"What is normal, really? Normal is what you know. And normal is what your family is," says Alex Lewis, one of the two subjects of Ed Perkins's powerful and troubling new documentaryTell Me Who I Am that was recently released on Netflix. The documentary follows 54-year-old identical twins, Alex and Marcus Lewis. A 1982 motorcycle accident threw their life into disarray when, in a stranger than fiction instance, Alex lost his memories. A searing examination of childhood trauma, Tell Me Who I Am raises provocative questions about the imprecision of memory and the rose-tinted lens through which we view family. Yet, it is also an uncomfortable reminder of our insatiable appetite to consume trauma porn, even in the wake of movements like #MeToo.
Divided into three segments, the first section of the documentary recounts Alex's side of the story. After a grave bike accident at the age of 18, Alex can't recognize his parents and friends, nor recall his childhood memories. Their family home, a large mansion set on an estate with a gravel drive and twisted vines, seems straight out of a gothic vision. The only face he can recall is that of his twin, Marcus.
Thrillist's Best (and the Rest): The Truth Behind the Saddest Cookbook Ever
Having forgotten what several habits entail, including brushing his teeth, tying his shoelaces, and riding a bicycle, Alex is nudged towards recovery by Marcus. His doting brother gives him primers on their friends, shows him photos of their holidays, and fills in Alex's gaps with regards to their parents -- an eccentric mom and their distant dad. He is also initiated into the strict rules they have to live under and the slightly odd details of their life: the two of them sleep in the shed, don't possess a key to their own home, and aren't allowed to go upstairs. It's only in their thirties, after their mother's death, that Alex discovers a secret closet with a disturbing childhood photo of him and Marcus naked with their heads have lopped off from the photograph. He confronts Marcus, and the secret that has been teased to viewers finally comes into focus: Marcus has been fabricating the childhood that Alex remembers since the accident. The devastating truth about their past emerges despite Marcus's intricate charade. They were sexually abused by their mother.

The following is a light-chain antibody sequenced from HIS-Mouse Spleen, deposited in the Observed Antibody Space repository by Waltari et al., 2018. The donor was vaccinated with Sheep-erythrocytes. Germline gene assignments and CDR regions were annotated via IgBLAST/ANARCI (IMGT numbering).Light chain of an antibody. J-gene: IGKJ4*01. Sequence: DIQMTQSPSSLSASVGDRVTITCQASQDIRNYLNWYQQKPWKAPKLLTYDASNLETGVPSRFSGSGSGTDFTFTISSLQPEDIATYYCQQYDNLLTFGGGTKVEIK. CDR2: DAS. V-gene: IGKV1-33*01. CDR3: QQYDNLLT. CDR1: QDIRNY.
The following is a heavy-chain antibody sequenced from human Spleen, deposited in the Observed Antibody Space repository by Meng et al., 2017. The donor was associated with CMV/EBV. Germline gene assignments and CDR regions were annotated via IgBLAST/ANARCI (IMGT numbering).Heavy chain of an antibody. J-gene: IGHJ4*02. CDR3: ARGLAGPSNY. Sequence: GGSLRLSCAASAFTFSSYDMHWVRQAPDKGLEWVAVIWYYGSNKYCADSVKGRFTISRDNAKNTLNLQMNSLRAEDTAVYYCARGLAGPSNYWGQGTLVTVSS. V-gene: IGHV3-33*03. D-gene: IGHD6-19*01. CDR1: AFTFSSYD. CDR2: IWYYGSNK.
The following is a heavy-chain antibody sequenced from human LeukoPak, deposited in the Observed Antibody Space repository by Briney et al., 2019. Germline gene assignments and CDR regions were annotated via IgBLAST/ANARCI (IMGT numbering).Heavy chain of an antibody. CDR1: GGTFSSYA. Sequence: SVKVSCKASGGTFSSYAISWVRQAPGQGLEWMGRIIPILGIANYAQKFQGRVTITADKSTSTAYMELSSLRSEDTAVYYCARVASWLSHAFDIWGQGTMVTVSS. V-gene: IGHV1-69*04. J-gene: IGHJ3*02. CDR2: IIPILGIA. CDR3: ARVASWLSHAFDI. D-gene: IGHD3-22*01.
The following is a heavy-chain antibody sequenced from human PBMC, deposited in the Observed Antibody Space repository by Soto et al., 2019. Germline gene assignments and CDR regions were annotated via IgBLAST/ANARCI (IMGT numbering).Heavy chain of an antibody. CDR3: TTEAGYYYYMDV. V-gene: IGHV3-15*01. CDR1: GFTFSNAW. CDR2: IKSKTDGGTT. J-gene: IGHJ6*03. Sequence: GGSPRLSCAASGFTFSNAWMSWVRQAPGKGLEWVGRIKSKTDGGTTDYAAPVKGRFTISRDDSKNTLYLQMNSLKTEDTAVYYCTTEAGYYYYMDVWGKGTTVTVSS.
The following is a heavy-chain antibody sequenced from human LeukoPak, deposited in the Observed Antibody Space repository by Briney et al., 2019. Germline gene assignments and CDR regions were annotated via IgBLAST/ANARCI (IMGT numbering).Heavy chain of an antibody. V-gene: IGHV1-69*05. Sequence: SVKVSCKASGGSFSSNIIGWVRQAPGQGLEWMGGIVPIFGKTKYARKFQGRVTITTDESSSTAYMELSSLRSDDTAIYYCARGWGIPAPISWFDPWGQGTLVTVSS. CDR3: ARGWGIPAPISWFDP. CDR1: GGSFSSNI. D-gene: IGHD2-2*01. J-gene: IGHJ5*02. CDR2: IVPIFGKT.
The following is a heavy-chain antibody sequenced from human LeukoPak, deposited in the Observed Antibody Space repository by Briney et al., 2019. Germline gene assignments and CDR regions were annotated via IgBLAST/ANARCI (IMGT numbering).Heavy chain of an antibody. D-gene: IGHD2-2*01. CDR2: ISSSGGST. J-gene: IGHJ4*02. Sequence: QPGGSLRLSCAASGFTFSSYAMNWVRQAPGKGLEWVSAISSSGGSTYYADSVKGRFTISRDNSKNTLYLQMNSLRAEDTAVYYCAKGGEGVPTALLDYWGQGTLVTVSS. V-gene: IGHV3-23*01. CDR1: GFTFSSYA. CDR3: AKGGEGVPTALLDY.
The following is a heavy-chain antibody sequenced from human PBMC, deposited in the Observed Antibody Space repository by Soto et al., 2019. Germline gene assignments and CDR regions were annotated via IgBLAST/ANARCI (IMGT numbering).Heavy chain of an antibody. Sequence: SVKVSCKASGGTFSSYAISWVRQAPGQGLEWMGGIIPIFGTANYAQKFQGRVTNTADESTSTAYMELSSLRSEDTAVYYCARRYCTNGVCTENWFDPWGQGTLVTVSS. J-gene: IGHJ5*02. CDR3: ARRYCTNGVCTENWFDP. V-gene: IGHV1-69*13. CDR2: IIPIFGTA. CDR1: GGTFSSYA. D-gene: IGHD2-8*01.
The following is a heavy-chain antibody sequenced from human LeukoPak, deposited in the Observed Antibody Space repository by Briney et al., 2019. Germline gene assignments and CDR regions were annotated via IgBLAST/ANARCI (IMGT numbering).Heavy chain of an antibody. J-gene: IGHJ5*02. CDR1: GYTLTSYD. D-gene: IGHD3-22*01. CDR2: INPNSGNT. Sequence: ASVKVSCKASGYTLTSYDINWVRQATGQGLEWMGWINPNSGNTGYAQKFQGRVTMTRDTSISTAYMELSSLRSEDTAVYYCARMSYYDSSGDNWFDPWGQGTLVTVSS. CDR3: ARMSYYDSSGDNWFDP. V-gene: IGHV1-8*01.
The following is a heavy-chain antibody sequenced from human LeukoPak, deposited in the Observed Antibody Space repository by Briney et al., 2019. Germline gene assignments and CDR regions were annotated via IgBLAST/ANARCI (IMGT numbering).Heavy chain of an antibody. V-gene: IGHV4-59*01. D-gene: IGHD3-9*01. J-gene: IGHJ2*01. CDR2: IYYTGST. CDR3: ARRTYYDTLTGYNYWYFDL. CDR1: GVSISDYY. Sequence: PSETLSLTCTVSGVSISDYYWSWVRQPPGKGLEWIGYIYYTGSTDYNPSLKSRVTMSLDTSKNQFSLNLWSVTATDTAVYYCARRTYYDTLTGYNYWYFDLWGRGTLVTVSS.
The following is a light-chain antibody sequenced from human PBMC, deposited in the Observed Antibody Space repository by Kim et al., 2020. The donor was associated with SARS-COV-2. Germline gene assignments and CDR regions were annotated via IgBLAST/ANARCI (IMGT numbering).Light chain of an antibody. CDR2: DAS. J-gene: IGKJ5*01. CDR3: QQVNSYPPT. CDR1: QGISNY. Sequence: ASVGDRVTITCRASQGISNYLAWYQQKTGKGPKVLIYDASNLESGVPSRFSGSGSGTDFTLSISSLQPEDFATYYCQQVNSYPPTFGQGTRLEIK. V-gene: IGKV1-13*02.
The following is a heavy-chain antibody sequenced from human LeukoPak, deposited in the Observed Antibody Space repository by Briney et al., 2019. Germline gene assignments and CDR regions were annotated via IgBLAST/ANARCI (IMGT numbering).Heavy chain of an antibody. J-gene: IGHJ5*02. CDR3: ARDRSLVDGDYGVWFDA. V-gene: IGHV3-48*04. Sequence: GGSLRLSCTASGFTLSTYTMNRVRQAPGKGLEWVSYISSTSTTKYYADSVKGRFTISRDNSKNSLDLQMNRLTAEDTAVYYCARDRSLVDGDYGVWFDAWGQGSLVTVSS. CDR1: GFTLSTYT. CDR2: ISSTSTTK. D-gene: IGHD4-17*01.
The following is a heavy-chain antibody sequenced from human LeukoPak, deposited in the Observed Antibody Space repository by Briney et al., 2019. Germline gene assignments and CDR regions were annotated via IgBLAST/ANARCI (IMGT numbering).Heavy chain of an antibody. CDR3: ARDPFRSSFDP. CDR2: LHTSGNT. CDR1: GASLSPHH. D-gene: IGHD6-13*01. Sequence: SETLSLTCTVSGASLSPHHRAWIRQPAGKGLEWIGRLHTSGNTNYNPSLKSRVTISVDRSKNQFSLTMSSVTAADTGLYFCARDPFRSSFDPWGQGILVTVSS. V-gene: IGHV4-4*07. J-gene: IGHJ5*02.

Marcus's section of the story, despite his betrayal towards Alex (and the viewer), is deeply moving. His choices don't seem to be dictated by the sociopathic impulse to play god as much as sparing his sibling from the horrors of their childhood. After all, is there a greater act of filial fealty than to protect your brother from the trauma of memories that scar you for life? As he explains, "Alex lost his memory by accident. And I lost my memory voluntarily. And it was great. And I was free. And I could be rid of all the things she'd done to me." It's a heart-wrenching moment that forces you to pause for air.
After Alex confronted Marcus at the dinner table in their family home decades ago, he apparently retreated into a shell, unable to broach the topic and the details of what happens in their childhood. The final section of the documentary brings the two brothers together in Alex's quest to find the final piece of the jigsaw puzzle of their childhood abuse.
This is unfortunately where the elaborately Daedalian orchestration of the production starts to show. There are one of those filmmaker-mandated therapy sessions where the two brothers sit across each other at a table -- catharsis for the viewer, not the two of them -- that never shakes off the phoniness of a reality show intervention. As Alex himself notes, Marcus and him run their companies together. The two of them even co-wrote a book about their childhood and experiences together with prolific nonfiction author Joanna Hodgkin. Are we to believe that they never dug into this incredibly painful memory with each other before getting in front of the cameras for this documentary?
What's even ickier is the continued façade of insisting that Marcus's confession as the final piece of the truth that Alex was never told. Tell Me Who I Am's first sleight of hand with regards to Marcus's deception is acceptable since it puts us in Alex's shoes and has us contemplate Marcus's difficult choices. However, the build-up to 'what really happened' has a voyeuristic true-crime aesthetic that cheapens the final act. We are also told that Alex and Marcus are both happily married, and have families of their own. Yet, we see little of their lives outside the intimate narrative that they are placed in, their lives and relationship with each other reduced to their trauma. It's an odd effect that makes the audience feel like we are sitting in on a videotaped social psychology experiment.
I was occasionally reminded of last year's exemplary documentary Three Identical Strangers due to a few superficial similarities, but Tell Me Who I Am is missing that movie's expansive empathy. Admittedly, the sight of the two brothers embracing across a table will move anyone to tears, but it isn't enough that Perkins is telling an important story. It was vital for him to contextualize their childhood abuse not as "gotcha" moments for the screen but to delve deeper into the questions of recovery, something that's barely touched on in the 85-minute runtime. What's far more valuable in this era of reckoning aren't the gratuitous details, not the what, when, and how, but the now what?
In one of the final scenes, we see Alex in front of a computer screen ready to watch Marcus's revelation he has been waiting for. I wondered what would have happened if the credits rolled before Marcus's shocking confession, that their mother had sexually abused them and passed them around to their friends. It's a painful truth that's Alex's alone, not something passive viewers like us need to be entrusted with. But who wouldn't want the escapism of tidy TV resolutions over the unfinished business of real life?